3) Summary of requirements for a Server-PE
For a server to constitute a permanent establishment, it has to meet the following requirements:
- The server on which web site is hosted and its location have to be at the foreign enterprise’s disposal – owned / leased and operated by the enterprise – not web hosting;
- The server must be is located in the taxing state – a "fixed place of business";
- Core business activities have to be performed through the server, as opposed to preparatory or auxiliary functions, without the need for human intervention.
IV. Conclusion: Problems solved?
The problems posed by the technology of the New Economy seem insurmountable. It is debatable whether the OECD’s clarification of the definition of a PE has helped restore the equitable sharing of tax revenues between residence and source countries, and this for a number of reasons.
Servers are highly mobile and flexible in nature. A server need not have any geographic connection either to the source country or to the residence country. Therefore e-businesses may own or lease a server located anywhere in the world and can conduct its business activities via this server in such a way as to ensure that their profits will either be taxed exclusively by the residence country or by some low tax jurisdiction. Moreover, servers can transfer their programs almost instantaneously to a server in a different jurisdiction as necessary. Furthermore, the server can be maintained or programmed remotely by employees located outside of the source country or serviced by experts in the server state.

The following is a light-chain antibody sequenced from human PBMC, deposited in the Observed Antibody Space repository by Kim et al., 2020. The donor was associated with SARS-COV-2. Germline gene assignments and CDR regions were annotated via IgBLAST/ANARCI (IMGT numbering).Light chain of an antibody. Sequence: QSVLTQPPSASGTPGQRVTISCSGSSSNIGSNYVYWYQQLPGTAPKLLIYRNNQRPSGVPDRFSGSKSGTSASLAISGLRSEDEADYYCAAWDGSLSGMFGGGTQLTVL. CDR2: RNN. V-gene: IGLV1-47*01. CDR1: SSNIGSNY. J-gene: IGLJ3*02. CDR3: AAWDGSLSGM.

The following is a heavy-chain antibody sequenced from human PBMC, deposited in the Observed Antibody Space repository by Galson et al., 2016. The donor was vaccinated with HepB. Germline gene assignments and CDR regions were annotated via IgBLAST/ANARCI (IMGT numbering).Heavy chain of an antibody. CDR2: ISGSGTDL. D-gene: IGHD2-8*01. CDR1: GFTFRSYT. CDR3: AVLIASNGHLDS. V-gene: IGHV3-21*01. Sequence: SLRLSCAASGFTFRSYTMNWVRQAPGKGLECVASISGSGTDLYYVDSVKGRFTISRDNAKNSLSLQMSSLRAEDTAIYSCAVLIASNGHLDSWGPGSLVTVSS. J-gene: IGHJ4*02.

A flaw of the OECD’s position is that it ignores the possibility of e-commerce functions being transferred to the end consumer’s computer. Web servers often plant small programs or applets in the user’s computer which then performs a portion of the processing itself. Alternatively, e-commerce functions can be decentralised via peer-to-peer networking where users trade digital products without resorting to any centralised server location. All these possibilities render the task of determining the location of a PE very difficult, if not impossible. Ultimately, networking technologies have created a breading ground for tax planning opportunities which encourage the relocation of servers across borders. The current PE rules can easily be circumvented either by carrying on only preparatory or auxiliary activities in the source state, or by using the server of a local ISP to carry on the core business activities of the foreign enterprise, or by positioning the server and establishing a PE in low or no tax jurisdictions. Similarly, domestic vendors too can very easily create a PE in lower tax jurisdictions elsewhere.
Another problematic matter is that of enforcement and administration. How can tax authorities determine the income attributable to software functions within servers, to a server or web site? How about the significant compliance costs that could burden multinational businesses having to comply with fiscal obligations in every jurisdiction where their servers are located? These are the questions that face the international fiscal order in the years to come. Meanwhile, efforts by regulators to transpose conventional international tax principles into the virtual world seem to be failing.